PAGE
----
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August 30, 2012
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By Matthew Scott Hunter

PAPO & YO (E10+)



PlayStation Network

Papo & Yo tells the story of a young South American boy named Quico and the giant, horned monster that lives with him. Quico’s monster sometimes plays with the boy. Other times, he assists Quico in solving puzzles. And then periodically, he eats a poisonous frog, flies into a rage and repeatedly attacks Quico without provocation. Of course, Quico’s companion isn’t actually a horned beast, and the mood-altering substances he consumes aren’t actually amphibians. Papo & Yo is an allegory, covering such heavy topics as alcoholism and child abuse. Based on creative director Vander Caballero’s own childhood, Papo & Yo is a very personal game that illustrates how children escape from their unhealthy homes into their own imaginations. As you might very well expect from a game with such dark subject matter, the narrative is very moving, and the gameplay isn’t much fun.

The vast majority of Papo & Yo’s gameplay revolves around puzzle solving. Many of these puzzles involve altering the landscape in fantastical ways to create impossible routes of escape. Unfortunately, the solutions to these puzzles are as obvious as what they symbolize. Find an interactive chalk drawing of a switch on the wall. Flip the switch, and a lever will appear elsewhere. Reach the lever and pull it, and a switch appears somewhere else. You can spend an interminable amount of time going through these motions without ever feeling the need to utilize a single brain cell. It’s a shame because the weighty subject matter doesn’t require that the gameplay be dull. Papo & Yo is an admirable first step from an independent developer to push video games into more dramatic territory, and it’s definitely worth a look, but hopefully the next step will take greater care to ensure the gameplay lives up the story.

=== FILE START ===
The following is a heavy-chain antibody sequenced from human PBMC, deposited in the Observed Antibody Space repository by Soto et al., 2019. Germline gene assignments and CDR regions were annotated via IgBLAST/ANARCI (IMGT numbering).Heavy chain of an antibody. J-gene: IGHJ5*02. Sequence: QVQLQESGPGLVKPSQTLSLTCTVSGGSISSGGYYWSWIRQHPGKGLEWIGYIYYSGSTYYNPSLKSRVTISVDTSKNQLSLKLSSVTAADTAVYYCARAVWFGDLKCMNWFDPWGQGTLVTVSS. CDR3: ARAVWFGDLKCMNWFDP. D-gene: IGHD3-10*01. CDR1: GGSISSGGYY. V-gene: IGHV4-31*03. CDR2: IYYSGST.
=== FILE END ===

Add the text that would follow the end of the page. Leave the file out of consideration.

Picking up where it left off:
Square Enix

Xbox 360

Essentially Grand Theft Auto: Hong Kong, Sleeping Dogs lets you explore the Triad underworld in a massive open world sandbox, where you’re free to select side missions and further the core story at your leisure. While the game lacks GTA’s sardonic wit, it has an excellent sense of place, painting Hong Kong as an atmospheric, neon deathtrap. And as an undercover officer, you’re treated to a nice variety of missions, treading on both sides of the law. Moral ambiguity is seldom this much fun.



Microsoft Game Studios

Xbox Live Arcade

Dust is a gritty 2D sidescroller blanketed in a lush cartoonish aesthetic. The combat is as deep and flashy as anything recent in the Castlevania series, but your protagonist is a sword-wielding cartoon bunny rabbit. The story is far more complicated than the kid-friendly visuals would suggest and unfortunately is told in a series of lengthy, talking head cut-scenes. But when the action resumes, the game excels, allowing you to hack-‘n-slash mobs of enemies with combos that are so easy to learn, there’s no excuse for button mashing.

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